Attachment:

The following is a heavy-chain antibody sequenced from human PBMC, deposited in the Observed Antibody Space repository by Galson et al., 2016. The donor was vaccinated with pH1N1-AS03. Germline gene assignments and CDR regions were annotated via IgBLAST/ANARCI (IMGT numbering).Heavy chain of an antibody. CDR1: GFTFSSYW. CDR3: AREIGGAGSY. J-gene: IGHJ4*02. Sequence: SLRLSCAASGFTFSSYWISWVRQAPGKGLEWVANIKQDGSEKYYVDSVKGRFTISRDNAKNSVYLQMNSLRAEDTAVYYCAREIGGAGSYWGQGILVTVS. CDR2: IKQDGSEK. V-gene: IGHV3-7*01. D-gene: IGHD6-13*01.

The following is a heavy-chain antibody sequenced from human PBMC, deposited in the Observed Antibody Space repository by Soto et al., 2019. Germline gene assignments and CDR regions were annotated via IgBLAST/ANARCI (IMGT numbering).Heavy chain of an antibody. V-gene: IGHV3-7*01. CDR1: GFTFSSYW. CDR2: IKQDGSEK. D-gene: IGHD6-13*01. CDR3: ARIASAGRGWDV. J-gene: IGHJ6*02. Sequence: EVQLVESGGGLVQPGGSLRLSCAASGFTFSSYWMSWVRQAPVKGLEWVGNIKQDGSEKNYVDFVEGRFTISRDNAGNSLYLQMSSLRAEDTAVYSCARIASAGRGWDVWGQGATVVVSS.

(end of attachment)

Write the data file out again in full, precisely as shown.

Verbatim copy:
The following is a heavy-chain antibody sequenced from human PBMC, deposited in the Observed Antibody Space repository by Galson et al., 2016. The donor was vaccinated with pH1N1-AS03. Germline gene assignments and CDR regions were annotated via IgBLAST/ANARCI (IMGT numbering).Heavy chain of an antibody. CDR1: GFTFSSYW. CDR3: AREIGGAGSY. J-gene: IGHJ4*02. Sequence: SLRLSCAASGFTFSSYWISWVRQAPGKGLEWVANIKQDGSEKYYVDSVKGRFTISRDNAKNSVYLQMNSLRAEDTAVYYCAREIGGAGSYWGQGILVTVS. CDR2: IKQDGSEK. V-gene: IGHV3-7*01. D-gene: IGHD6-13*01.

The following is a heavy-chain antibody sequenced from human PBMC, deposited in the Observed Antibody Space repository by Soto et al., 2019. Germline gene assignments and CDR regions were annotated via IgBLAST/ANARCI (IMGT numbering).Heavy chain of an antibody. V-gene: IGHV3-7*01. CDR1: GFTFSSYW. CDR2: IKQDGSEK. D-gene: IGHD6-13*01. CDR3: ARIASAGRGWDV. J-gene: IGHJ6*02. Sequence: EVQLVESGGGLVQPGGSLRLSCAASGFTFSSYWMSWVRQAPVKGLEWVGNIKQDGSEKNYVDFVEGRFTISRDNAGNSLYLQMSSLRAEDTAVYSCARIASAGRGWDVWGQGATVVVSS.